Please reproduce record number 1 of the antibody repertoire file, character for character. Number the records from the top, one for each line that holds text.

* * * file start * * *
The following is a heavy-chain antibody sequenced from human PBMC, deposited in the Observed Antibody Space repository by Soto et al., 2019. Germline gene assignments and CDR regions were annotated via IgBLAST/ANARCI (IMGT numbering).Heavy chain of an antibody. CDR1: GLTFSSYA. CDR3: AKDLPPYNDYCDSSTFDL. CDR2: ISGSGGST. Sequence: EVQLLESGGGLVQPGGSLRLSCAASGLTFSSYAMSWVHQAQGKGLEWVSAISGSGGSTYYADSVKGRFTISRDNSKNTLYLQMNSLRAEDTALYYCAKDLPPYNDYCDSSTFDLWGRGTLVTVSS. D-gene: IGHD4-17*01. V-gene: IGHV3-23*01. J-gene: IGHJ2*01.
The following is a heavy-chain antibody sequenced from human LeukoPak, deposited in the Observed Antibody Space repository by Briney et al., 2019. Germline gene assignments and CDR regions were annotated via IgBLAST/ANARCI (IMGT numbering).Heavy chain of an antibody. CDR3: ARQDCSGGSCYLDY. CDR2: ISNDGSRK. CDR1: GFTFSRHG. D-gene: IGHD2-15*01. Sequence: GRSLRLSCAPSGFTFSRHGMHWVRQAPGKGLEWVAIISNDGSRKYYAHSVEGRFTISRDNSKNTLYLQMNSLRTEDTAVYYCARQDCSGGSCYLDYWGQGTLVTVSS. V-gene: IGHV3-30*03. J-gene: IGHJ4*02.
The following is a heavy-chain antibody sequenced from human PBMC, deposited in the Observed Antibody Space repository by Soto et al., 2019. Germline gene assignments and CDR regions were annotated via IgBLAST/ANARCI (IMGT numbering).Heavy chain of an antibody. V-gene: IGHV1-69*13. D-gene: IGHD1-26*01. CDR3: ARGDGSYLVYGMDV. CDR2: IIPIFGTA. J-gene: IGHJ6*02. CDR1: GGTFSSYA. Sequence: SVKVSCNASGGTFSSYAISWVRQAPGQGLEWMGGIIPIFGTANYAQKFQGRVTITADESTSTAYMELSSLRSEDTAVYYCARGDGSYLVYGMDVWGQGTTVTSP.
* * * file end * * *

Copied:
The following is a heavy-chain antibody sequenced from human PBMC, deposited in the Observed Antibody Space repository by Soto et al., 2019. Germline gene assignments and CDR regions were annotated via IgBLAST/ANARCI (IMGT numbering).Heavy chain of an antibody. CDR1: GLTFSSYA. CDR3: AKDLPPYNDYCDSSTFDL. CDR2: ISGSGGST. Sequence: EVQLLESGGGLVQPGGSLRLSCAASGLTFSSYAMSWVHQAQGKGLEWVSAISGSGGSTYYADSVKGRFTISRDNSKNTLYLQMNSLRAEDTALYYCAKDLPPYNDYCDSSTFDLWGRGTLVTVSS. D-gene: IGHD4-17*01. V-gene: IGHV3-23*01. J-gene: IGHJ2*01.